Or maybe I wasn’t. Maybe there was some way to fake the answer. Why a lighthouse, indeed. Phallic symbol, maybe? Totem of male authority? And the ocean it overlooks – a symbol of fertility or femininity? Hence, the tension in the Ramsay marriage? Can one ever say that one has truly “reached the lighthouse”? I just kept my right hand moving across the paper as best I could. After several epochs, my teacher returned to tell me time was up.

“How’d it go?” he said.
I should have confessed immediately but in the delusion of the moment, I thought there was a possibility he wouldn’t be able to tell I hadn’t read it.

Out of the kindness of their hearts, my professors awarded me the degree of Master of Fine Arts in Creative Writing. As a condition, they made me swear to read “To the Lighthouse.” I promised, but I wouldn’t even own a copy for 34 years.

I went back to New Orleans, to my Tennessee Williams life. It didn’t last long, as we moved to Austin that fall. At that point, I was visited by a long, lingering writer’s block that might have been caused by bad karma and finally ended when I became pregnant with my first child in 1987. Woolfian? I wouldn’t know, because I continued not to read “To The Lighthouse” for decades, busy raising children, entertaining guests, tending to various houses and husbands. The only thing I ever read by Virginia Woolf was an essay called “The Death of the Moth” that was in the anthology I used for the college classes I eventually taught – thanks to that MFA degree of mine.

“To The Lighthouse” would not let me go, cropping up in conversation several times a year. From time to time, someone would suggest that I was a sort of Mrs. Ramsay. This fascinated me but instead of finding out what they meant, revealing that I had not read the book, I would smile enigmatically.

A Mrs. Ramsay smile, perhaps.
A few months ago, a friend of mine started talking about having to fake his way through an oral exam in art history during his studies in Paris, Max Ernst being his Mrs. Ramsay. As I told of my own similar flimflam, now more than three decades old, I decided the time had come to read the damn book. I ordered it from Amazon and read it on the beach during a vacation in Florida, surrounded by my children and their friends.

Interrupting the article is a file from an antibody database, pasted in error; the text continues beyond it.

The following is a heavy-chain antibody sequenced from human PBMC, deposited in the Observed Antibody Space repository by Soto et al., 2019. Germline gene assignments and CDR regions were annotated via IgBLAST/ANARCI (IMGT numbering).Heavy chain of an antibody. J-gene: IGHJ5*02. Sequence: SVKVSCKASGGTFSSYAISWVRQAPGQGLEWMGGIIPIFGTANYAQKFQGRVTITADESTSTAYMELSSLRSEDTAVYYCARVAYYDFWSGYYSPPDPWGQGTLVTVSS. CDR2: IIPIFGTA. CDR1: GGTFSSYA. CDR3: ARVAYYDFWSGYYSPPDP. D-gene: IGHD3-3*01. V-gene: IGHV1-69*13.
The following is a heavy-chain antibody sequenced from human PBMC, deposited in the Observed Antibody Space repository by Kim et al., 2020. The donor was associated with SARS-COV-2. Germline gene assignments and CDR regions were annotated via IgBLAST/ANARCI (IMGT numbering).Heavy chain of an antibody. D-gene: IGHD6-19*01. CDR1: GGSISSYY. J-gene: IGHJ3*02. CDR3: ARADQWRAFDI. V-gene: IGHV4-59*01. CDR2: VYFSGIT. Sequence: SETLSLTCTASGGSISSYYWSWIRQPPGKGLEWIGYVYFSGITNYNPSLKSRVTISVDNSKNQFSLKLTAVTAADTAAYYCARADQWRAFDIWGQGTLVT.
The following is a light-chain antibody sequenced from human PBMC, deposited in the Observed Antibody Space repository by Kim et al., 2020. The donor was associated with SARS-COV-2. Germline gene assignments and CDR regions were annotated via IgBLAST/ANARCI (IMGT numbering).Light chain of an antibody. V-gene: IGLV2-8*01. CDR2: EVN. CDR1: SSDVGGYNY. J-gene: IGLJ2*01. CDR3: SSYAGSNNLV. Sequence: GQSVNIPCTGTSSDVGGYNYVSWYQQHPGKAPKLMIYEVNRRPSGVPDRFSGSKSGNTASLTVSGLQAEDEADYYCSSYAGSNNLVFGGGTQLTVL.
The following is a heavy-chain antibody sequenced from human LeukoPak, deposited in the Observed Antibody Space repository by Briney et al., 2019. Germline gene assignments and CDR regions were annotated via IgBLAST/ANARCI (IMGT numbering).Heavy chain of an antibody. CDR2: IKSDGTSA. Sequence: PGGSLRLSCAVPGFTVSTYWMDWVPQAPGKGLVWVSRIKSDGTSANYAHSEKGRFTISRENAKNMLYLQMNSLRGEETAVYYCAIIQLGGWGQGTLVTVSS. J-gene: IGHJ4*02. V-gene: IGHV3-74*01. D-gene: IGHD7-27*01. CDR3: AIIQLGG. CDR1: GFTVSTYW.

It turns out Mrs. Ramsay has a raft of children, a boatload of houseguests, a tetchy husband and a funky summer house on a lake in Scotland. In the first part of the book, she is busy trying to make everyone happy, minister to her brood, do a little matchmaking among the houseguests and cope with her killjoy spouse, who says it’s going to rain tomorrow, no way they can take the boat to the lighthouse. Then there are two more sections, which skip ahead precipitously through time and in which surprising events occur. Since the first of these is the death of Mrs. Ramsay, mentioned in one devastating sentence, she is not around to witness the rest. By the time two of her children finally make it to the lighthouse in Part III, they don’t even want to go anymore. It is too late.

But it is not too late for me. For me, Mrs. Ramsay is alive and ready to share her seat at the window. And her sense of how love works in a family. Her easy way of throwing a dinner party for 15. And the implacable possibility of being whisked offstage unexpectedly, leaving them all behind. Having finally read it once, I believe I might read it again. I can’t stop thinking about it.

Isn’t this the great thing about books? It can never be too late. They wait for you. *